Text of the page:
⁃ I am fairly sure that the best way to learn to play is to hear the notes in your head before you play. This is especially true of the upper register, but applies equally to the whole staff.

◆ What we think of our abilities and how far we believe we can go
⁃ I know I can’t play that run. I am unable to memorize. I am crappy.

◆ Self 1 criticizing or Self 2 wanting to just do it
⁃ This goes beyond the previous one. This happens in the middle of a performance and we get distracted. “I just missed the note! OMG! I’ll never get it,” Meanwhile I didn’t get the next three measures because I got lost. Self-fulfilling prophecy.

◆ Memorization
⁃ It takes concentration and mental effort to memorize. I have not been willing to spent the time or take the effort. And that does impact my playing. (I also tell myself I can’t do it.)

◆ Listening to ourselves and others.
⁃ I have to pay attention when listening. Engage the brain!

All that takes mental activity. The more difficult it is, the more we are distracted and the harder we have to work- and playing becomes more difficult. Part of it is what is the story we are telling ourselves about ourselves? What is it we believe about our abilities? But it is also about being intentional about taking care of our brains- the mental activities that can strengthen what we do with the trumpet. So I Googled (always a good place to start) “How do we train the brain to be more efficient?” and I got some interesting thoughts from an article on Entrepreneur.com. Here are their eight ways to improve brain power (the ideas are from the article. The thoughts about them are mine) (Link):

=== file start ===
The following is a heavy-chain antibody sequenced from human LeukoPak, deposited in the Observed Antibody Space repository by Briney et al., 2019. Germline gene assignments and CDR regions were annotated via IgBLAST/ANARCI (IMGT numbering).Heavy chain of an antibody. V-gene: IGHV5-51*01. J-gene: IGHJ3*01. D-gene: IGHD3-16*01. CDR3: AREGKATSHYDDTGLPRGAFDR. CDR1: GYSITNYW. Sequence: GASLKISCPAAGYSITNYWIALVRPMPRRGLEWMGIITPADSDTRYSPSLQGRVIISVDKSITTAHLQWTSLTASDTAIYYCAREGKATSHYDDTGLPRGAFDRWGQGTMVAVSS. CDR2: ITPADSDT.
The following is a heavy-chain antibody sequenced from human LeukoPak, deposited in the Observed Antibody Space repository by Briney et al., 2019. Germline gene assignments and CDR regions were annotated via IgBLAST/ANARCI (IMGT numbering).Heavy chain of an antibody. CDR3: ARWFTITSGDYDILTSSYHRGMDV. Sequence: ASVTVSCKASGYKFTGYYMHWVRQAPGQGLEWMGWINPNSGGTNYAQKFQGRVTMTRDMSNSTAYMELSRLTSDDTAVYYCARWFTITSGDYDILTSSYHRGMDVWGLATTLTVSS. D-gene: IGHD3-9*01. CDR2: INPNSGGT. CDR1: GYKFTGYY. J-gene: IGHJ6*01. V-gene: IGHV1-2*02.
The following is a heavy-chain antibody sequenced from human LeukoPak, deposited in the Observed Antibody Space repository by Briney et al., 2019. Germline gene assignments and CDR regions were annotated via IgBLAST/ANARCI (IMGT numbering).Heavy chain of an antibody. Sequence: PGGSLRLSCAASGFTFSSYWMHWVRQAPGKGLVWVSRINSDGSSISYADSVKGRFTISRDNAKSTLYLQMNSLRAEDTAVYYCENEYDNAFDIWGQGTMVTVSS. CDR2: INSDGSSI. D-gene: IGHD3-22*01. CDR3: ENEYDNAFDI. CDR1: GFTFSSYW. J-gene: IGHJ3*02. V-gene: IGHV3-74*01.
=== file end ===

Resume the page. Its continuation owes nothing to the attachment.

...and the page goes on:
1. Exercise.
⁃ The work of endorphins and other neurotransmitters is essential. Exercise helps generate them and regenerate cell activity. Most of us (pointing at myself as well) do not get enough physical exercise. It really doesn’t take a lot- average about 30 minutes of walking a day and it will enhance brain power! That and the oxygen boosts efficiency, too.